joseph trump

Fallout 4 companions as dril tweets

Codsworth: i just looked up the stats and the number of meaningful relationships ive formed is less than the number of public restrooms ive screamed in.


Nick valentine: i am notr, nor ever have been, a nerd, and i have used some very powerful swear words on this website that would blow most nerds socks off.

Deacon: every now and then i like to treat myself to a bit of “Lying under oath”

Cait: what doesn’t kill me makes me stronger (( gains infinite strength from being not killed by infinite things ))

Danse: yes trolls. Unlike you, i have a brain. It’s called a “JOB”.

X6-88: *all horrors begotten by the desire of man flashes before my eyes* whoa! This is awkward. *the cries of millions suffering echo* damn that’s weird.

Preston: “ah boo hoo hoo i want to post foul comments to content leaders” fat chance, dimwit. I will annihilate you under Bulwork of the law and god.

Maccready: (sniffing a crumpled up one dollar bill I found on the floor of a dog kennel) ah….that’s greenbacks baby.

Strong: unloading an entire belt of ammo at me with a minigun or some such device will now get you “blocked”

Curie: it is really quite astonishing that I have yet to win the lottery, given how good I am at selecting six numbers and saying them out loud.

Piper: and the final word i leave all you pitiful cowards upon this sinful night is “truth”…hold it clos.e…use it…thank you

I scream, you scream, we all scream cause we are terrified

of Donald Trump’s presidency.

On this episode of The New York Public Library Podcast, Jelani Cobb looks back to Joseph McCarthy as a master manipulator of the media, inspecting the Wisconsin senator’s behavior toward the press for clues about today’s relationship between politicians and journalists. He examines the dynamics at play in the 2016 election, the role played by print, broadcast, and social media, and the implications of those dynamics for the fourth estate on the more immediate and long-term futures of American politics. Cobb also uses his experience teaching in Russia to help think through what could have made Russia interested in influencing the American presidential election in the first place. Listen now.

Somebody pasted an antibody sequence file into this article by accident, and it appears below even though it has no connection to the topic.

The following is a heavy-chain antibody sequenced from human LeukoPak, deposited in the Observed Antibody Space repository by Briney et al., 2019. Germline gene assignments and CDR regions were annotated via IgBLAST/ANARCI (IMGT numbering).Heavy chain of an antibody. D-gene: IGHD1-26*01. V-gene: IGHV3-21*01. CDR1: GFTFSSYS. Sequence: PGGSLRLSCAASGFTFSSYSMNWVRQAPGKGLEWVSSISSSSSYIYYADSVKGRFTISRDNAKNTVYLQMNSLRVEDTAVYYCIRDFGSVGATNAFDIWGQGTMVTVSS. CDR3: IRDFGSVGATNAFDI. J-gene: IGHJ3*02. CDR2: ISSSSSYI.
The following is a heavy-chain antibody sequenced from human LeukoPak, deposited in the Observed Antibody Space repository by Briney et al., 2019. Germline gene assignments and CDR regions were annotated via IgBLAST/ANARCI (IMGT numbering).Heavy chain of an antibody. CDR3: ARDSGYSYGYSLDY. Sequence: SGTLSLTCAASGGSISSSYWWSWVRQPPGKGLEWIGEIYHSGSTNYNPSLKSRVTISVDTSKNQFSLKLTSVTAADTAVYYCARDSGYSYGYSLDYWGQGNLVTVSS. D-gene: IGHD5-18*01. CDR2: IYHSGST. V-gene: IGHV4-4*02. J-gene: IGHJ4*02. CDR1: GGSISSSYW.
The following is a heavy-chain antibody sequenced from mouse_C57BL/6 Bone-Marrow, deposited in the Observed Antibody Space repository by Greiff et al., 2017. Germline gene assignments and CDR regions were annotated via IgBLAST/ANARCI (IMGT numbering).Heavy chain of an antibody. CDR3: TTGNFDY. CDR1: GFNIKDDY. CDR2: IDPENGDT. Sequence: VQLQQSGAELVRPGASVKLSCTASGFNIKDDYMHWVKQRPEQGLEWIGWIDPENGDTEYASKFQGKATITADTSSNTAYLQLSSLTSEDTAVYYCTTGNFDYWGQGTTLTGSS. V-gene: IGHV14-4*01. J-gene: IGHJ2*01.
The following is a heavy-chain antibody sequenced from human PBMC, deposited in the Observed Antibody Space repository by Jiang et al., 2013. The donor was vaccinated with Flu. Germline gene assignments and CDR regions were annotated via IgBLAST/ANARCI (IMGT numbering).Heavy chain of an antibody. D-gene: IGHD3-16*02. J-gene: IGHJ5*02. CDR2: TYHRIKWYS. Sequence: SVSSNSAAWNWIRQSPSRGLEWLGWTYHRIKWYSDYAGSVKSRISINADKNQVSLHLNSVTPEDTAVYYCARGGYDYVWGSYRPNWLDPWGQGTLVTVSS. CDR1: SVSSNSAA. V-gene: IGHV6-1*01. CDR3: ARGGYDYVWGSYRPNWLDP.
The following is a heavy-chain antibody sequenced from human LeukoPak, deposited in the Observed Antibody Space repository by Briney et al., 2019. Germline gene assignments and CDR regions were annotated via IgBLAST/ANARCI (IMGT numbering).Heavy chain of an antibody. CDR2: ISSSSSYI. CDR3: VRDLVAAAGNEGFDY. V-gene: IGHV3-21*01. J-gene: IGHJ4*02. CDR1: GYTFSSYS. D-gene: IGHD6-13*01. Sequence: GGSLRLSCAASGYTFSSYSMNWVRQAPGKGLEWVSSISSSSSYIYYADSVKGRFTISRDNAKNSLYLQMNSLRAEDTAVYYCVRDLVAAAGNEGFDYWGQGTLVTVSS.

The White House Just Used a Brazen Backdoor Move to Bypass the Senate
A loophole allowed the Trump administration to install a Wall Street lawyer to take over one of the nation’s most powerful regulators without a hearing or confirmation.
By Bess Levin

As you may recall, Donald Trump promised to gut the protections of the Dodd-Frank Wall Street Reform and Consumer Protection Act, because it interferes with the ability of banks and other business to make lots of money at the expense of ordinary consumers I mean to create jobs. To accomplish this, he’d need someone friendly to head the Office of the Comptroller of the Currency (OCC), which is in charge of regulating Wall Street.

Trump wanted to appoint Keith Noreika, a Wall Street financial services lawyer who has worked closely with the same Wall Street companies that the OCC regulates. The head of the OCC, however, is a position that the Senate must confirm, and Noreika’s past work has left him with substantial financial and ethical conflicts of interest. So Trump and his Treasury Secretary, Steven Mnuchin, came up with a way to do it without any potential embarrassment:

  1. Appoint Noreika as “first deputy” at the OCC.
  2. Fire the current head of the OCC.

Noreika automatically became “acting comptroller,” with no Senate hearings or confirmation, no disclosure of his former clients, and no ethics pledge.